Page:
Equality gaps between the most and least advantaged students continue to persist in higher education (HE). While continuous commitment and investment matter, evidence is needed for the sector to understand what can work to improve access and widen participation for underrepresented groups.
The Centre for Transforming Access and Student Outcomes in Higher Education (TASO) aims to improve lives through evidence-informed practice in HE. Our vision is to eliminate equality gaps for disadvantaged and underrepresented groups, allowing all students to have the same chance to enter HE, get a good degree and progress into further study or employment.
Established in 2019, TASO became a new What Works Centre for the HE sector and part of the Government’s What Works Movement. We are committed to the generation, synthesis and dissemination of high-quality evidence about effective practice in widening participation and student success. We are an independent hub for HE professionals to access research, toolkits and evaluation guidance to eliminate equality gaps. Further, we inform practitioners of the best available evidence and produce new evidence on the most effective approaches. Our role is to help the sector produce more Type 3 evidence, in line with the Office for Students’ Standards of Evidence, as this provides us with the best possible understanding of which activities and approaches are most effective.
TASO has several research projects underway guided by two research themes. Our first research theme looks at the effectiveness of widening participation outreach. One of our research projects focuses on the support, access and student success for learners with experience of children’s social care. We recently released an evidence review on this project that shows that learners with experience of children’s social care are less likely to progress to higher education, and when they do, they face more challenges than their peers. Our report highlights where the HE sector needs to focus more attention to support these students and reveals the barriers that currently prevent them from doing so. Under this research theme, we will also evaluate the impact of multi-intervention outreach and mentoring (MIOM) and summer schools.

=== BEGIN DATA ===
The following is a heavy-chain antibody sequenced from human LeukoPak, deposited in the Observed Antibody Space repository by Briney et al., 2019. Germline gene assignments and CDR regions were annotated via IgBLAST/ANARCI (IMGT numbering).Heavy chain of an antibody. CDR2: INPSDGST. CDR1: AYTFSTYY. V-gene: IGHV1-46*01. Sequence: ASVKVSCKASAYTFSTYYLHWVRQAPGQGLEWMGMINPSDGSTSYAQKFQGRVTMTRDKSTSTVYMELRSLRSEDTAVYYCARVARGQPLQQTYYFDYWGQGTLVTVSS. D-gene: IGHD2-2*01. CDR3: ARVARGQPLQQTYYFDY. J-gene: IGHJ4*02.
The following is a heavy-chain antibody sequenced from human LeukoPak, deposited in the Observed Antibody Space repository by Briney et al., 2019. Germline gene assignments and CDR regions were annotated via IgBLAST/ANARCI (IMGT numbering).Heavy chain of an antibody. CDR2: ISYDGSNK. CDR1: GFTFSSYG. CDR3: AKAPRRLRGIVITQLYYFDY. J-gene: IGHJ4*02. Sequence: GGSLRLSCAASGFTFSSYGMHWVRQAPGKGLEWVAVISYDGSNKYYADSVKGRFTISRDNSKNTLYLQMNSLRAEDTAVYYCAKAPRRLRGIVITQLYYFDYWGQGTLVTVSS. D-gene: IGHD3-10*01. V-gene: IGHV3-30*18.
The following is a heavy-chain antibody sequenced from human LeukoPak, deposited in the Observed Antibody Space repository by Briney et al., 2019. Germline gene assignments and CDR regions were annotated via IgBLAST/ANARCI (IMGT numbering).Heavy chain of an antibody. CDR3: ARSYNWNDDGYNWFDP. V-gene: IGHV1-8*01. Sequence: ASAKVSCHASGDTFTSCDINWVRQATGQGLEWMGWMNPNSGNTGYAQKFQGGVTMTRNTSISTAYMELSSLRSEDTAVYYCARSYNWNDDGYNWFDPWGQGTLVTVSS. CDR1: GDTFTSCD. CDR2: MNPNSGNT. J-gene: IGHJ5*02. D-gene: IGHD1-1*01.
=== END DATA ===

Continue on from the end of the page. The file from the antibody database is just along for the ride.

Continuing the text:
Our second research theme looks at gaps in the student experience. This theme focuses on understanding the possible reasons for the significant and persistent disparity in academic performance or educational attainment between the most and the least disadvantaged students. At TASO we are currently focusing on the impact of curriculum reform on race equality gaps. Under this research theme, we are also assessing teaching and learning in the time of COVID. This is due to the concern that the pandemic has, or will, further widen the educational attainment gap that already exists between disadvantaged learners and their peers.
As we continue to evaluate ‘what works’ it is important for us to continuously work in partnership with the sector. For instance, our research partnership with the University of Kent and the University of Leicester allows us to collaborate, address and evaluate the degree-awarding gap between Black, Asian and Minority Ethnic (BAME) students compared to their White peers. Further, our recent partnership with HEAT also allows us to analyse some of the extensive data currently held within the HEAT database as we address the relationship between outreach participation, attainment and HE progression.
TASO has recently become an independent charity and will continue its commitment to working in partnership with the wider sector to have more effective evidence to improve access, outcomes, and success for all students. By working with the sector, we will realise our vision to eliminate equality gaps in higher education.
Dr Omar Khan, Director, TASO – https://taso.org.uk/person/omar-khan/
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